Today’s recipe is inspired by and in honor of my friend Amy Halloran, aka The Flour Ambassador, who just launched her own Substack newsletter, Dear Bread. Amy is the author of the essential book The New Bread Basket, about grain and the people who love it—growers, millers, brewers, bakers, and more. She’s also an lifelong pancake fanatic.
She even published a wonderful zine all about pancakes and how to make them, The Pancake Papers, which you can order from her website.
If you are a Wordloaf subscriber, I know you are going to want to follow Dear Bread as well. I’ll let Amy tell you what to expect from it:
I’m addressing these letters Dear Bread, but these letters are really to you, my bread people and my bread curious friends, anyone who might share an interest in the many things that appeal to me. Expect many grain-related musings, some recipes, and information about small-scale grain projects, as well as a lot of wonder about how we got to this particular moment in food.
Sign up here: -> Dear Bread
Diner-Style Sourdough Discard Pancakes
I love a good fluffy, pillowy pancake as much as the next person, but these are not those. Instead, my goal was that thin, floppy, tender, and moist species of pancake you get at many diners, hence the name.
My other goal was use to sourdough discard as the source of at least 50% of the flour in the recipe. I’ll go into my general thoughts around using sourdough discard in my next post, but one of my rules is to use much as possible, both because that means the dish contains a high proportion of prefermented flour—making it more easily digested and more nutritious—and because discard recipes are supposed to be an opportunity to use up something that can start to pile up in the fridge.
FYI, if you don’t happen to have at least 1 cup of discard in the fridge, you can make it by stirring together 90g water, 90g flour, and 45g levain in a bowl covering it loosely, and letting sit at room temperature until it it first triples in volume and then collapses, which will take at least 10 hours (i.e., just do it the night before).
As for the remainder of the flour, I say all-purpose below, but you can really use anything, including flavorful whole grain flours like whole wheat, spelt, or rye. They’ll stiffen the batter slightly and make the pancakes a touch drier, but not enough to ruin their texture.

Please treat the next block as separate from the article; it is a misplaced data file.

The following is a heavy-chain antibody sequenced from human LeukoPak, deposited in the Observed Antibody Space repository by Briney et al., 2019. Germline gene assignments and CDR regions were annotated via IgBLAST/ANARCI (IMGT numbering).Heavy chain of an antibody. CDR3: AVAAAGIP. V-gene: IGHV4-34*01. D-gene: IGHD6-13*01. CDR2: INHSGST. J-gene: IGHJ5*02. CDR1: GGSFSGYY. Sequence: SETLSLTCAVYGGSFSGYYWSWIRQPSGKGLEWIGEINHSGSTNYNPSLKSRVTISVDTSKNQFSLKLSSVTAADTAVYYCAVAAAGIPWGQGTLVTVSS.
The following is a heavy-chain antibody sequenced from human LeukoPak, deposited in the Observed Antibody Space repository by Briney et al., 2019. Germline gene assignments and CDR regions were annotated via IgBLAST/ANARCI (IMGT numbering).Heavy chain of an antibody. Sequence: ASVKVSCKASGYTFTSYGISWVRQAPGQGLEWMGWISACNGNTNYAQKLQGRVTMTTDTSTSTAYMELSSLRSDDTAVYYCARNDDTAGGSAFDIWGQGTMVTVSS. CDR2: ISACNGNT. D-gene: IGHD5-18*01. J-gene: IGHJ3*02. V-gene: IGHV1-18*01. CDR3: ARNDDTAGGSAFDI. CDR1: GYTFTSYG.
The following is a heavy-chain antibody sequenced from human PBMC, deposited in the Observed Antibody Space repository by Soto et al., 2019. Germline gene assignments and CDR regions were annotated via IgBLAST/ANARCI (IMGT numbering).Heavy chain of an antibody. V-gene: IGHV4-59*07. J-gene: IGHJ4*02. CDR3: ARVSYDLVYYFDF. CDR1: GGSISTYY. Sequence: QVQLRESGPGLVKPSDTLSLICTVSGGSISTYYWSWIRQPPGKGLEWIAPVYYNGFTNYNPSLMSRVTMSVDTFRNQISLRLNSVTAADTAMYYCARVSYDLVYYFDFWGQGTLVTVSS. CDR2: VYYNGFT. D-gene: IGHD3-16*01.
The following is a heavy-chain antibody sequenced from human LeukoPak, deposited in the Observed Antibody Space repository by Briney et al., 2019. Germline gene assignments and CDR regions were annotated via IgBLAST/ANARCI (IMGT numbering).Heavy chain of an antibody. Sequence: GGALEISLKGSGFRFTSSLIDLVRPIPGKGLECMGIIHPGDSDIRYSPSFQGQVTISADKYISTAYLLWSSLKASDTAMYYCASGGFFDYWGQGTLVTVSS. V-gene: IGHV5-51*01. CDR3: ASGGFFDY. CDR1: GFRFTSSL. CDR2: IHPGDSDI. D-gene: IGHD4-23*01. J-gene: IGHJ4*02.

A note about the batter: It’s loose and runny by design, since that’s what keeps the pancakes moist, tender, and floppy. A griddle is ideal here for the extra real estate, but if you use a 12-inch skillet as I describe below, they’ll just kiss one another at their edges, which is no big deal. (If you do use a griddle, set it to 350 degrees, melt the butter some other way, and wipe 1/2 teaspoon of it onto the griddle with a paper towel just before adding the batter.)
Diner-Style Sourdough Discard Pancakes
Makes twelve 4-inch pancakes
To make sourdough discard if you do not have any on hand, combine 90g water, 90g flour, and 45g levain in bowl, stir until uniform, cover loosely, and let sit at room temperature until triples in volume and then collapses, 10 to 14 hours. Water may be used in place of the milk. Whole grain flour may be used in place of some or all of the all purpose flour if desired, though the texture of the pancakes will be slightly drier (and not in a bad way). If using an electric griddle, set it to 350 degrees, melt the butter elsewhere, and wipe 1/2 teaspoon of it onto the griddle with a paper towel just before making the pancakes.
3/4 cup (105g) all-purpose flour
1/2 teaspoon baking soda
1/2 teaspoon salt
1/4 teaspoon baking powder
1 cup (225g) 100% hydration sourdough discard
1/2 cup milk
2 large eggs
1 tablespoon lemon juice, plus 1/2 teaspoon finely grated zest
1 tablespoon sugar
2 tablespoons unsalted butter
1. Whisk flour, baking soda, salt, and baking powder in medium bowl until combined. Whisk sourdough discard, milk, eggs, lemon juice and zest, and sugar in second bowl until combined. Add liquid ingredients to dry and whisk until just combined.
2. Heat butter in 12-inch nonstick or carbon steel skillet over medium-low heat until melted. Pour over pancake batter and whisk to incorporate. Return skillet to medium-high heat and heat residual butter until just sizzling, 30 to 60 seconds.
3. Using ¼-cup dry measuring cup or 2 ounce ladle, portion batter into skillet in 3 places, leaving 1 inch between portions (pancakes will meet at edges). Cook until undersides are golden brown and bubbles at center of surface are just beginning to break, 2 to 3 minutes. Using thin, wide spatula, flip pancakes and continue to cook until second sides are golden brown, 1 to 2 minutes longer. Serve. Repeat with remaining batter.